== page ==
Multi-colored dildos and vibrators continue to grow in sales, to the surprise of no one. The 21st century’s hypersexual climate has made for innovative sex toys and popularization of erotic novels. Yet somehow female masturbation remains a taboo topic. If society has become so comfortable with sex in popular culture, why is this aspect of female sexuality still repressed? Well, if we actually talked about it, we might discover female masturbation is as beneficial as it is pleasurable.

Childhood Years

From a young age, we’re slapped on the hand whenever we show curiosity about our bodies. While eating and sleeping are innate, sex, specifically masturbation, is perceived as something “forbidden.”

"When a young preschooler is caught with their hands near their genitals, parents and teachers often have a reflexive response 'don't do that,' so the message given to the child is it's naughty, it's shameful, it's forbidden," said Dr. Fran Walfish, Beverly Hills psychotherapist, author of The Self-Aware Parent, and expert panelist on WE TV’s Sex Box. "Kids learn very young to hide and do it under the covers and under the table."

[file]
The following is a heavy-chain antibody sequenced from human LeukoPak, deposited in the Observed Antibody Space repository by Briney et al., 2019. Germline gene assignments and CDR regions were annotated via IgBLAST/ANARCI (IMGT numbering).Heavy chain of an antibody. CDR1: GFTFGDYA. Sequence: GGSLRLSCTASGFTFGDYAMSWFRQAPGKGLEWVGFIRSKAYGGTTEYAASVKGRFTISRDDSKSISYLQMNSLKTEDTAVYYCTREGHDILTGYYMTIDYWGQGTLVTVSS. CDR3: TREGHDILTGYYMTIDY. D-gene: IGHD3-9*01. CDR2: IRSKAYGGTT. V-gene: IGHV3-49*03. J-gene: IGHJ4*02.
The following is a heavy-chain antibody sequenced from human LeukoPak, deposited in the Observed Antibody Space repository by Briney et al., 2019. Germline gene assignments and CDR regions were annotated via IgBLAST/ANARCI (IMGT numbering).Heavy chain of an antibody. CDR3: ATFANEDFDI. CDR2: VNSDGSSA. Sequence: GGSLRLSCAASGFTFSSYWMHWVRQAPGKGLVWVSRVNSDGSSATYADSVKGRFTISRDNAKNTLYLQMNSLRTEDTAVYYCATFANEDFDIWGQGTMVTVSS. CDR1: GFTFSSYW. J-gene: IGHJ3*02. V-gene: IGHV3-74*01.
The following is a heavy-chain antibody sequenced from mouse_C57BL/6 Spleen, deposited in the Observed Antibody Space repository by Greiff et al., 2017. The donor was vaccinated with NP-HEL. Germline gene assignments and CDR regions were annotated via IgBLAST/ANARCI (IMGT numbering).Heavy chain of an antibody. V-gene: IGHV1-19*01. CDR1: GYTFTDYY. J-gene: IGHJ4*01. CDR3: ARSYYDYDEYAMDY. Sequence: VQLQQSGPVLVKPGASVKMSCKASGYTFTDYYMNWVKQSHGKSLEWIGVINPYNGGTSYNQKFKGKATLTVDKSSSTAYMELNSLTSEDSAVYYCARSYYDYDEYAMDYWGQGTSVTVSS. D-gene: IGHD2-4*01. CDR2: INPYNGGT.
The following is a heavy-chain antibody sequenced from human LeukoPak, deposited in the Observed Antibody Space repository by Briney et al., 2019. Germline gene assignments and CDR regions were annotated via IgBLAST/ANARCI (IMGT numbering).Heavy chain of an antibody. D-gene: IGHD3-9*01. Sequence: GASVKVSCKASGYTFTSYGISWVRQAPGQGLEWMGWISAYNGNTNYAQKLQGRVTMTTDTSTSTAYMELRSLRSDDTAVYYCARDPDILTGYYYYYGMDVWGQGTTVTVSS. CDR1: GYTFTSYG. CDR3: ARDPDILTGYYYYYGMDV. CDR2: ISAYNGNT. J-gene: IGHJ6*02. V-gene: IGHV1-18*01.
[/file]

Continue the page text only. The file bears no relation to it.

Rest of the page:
Although Western society fixates on shielding children from sexual knowledge they may pick up in films, for example, the reality is that sexuality is also part of growing up. In fact, masturbation is actually a common childhood habit, where both boys and girls begin to play with their genitals by 5 to 6 years old. By age 15, almost 100 percent of boys and 25 percent of girls have masturbated to the point of orgasm. Moreover, prenatal ultrasounds have shown male fetuses begin masturbation even before birth.

A little girl's leg hopping on a swing. Photo courtesy of Shutterstock

As children reach adolescence, social acceptance of masturbation between genders becomes more defined; boys engage in it and talk about it, while girls discuss it far less. The difference has to do with not only with the influence of caregivers, but the granted societal permission for males to be overtly sexual beings.

April Masini, relationship expert and author, acknowledges the need to start a dialogue, since female masturbation just wasn’t discussed in previous generations. “Bringing it out in the open allows everyone to consider what it means to society, relationships, and individuals. Writing and talking about it encourages discussion and airing of viewpoints that might have otherwise been repressed,” she said.

Adult Years

When men and women finally reach adulthood, solo sex becomes increasingly more common, but society’s early influence carries into these years, impacting the frequency of each gender’s alone time. So while the male rate of adult masturbation is about 95 to 99 percent, only 40 to 60 percent of women do it. Those between the ages of 25 to 29 engage in female masturbation at a higher rate per month than all other age groups.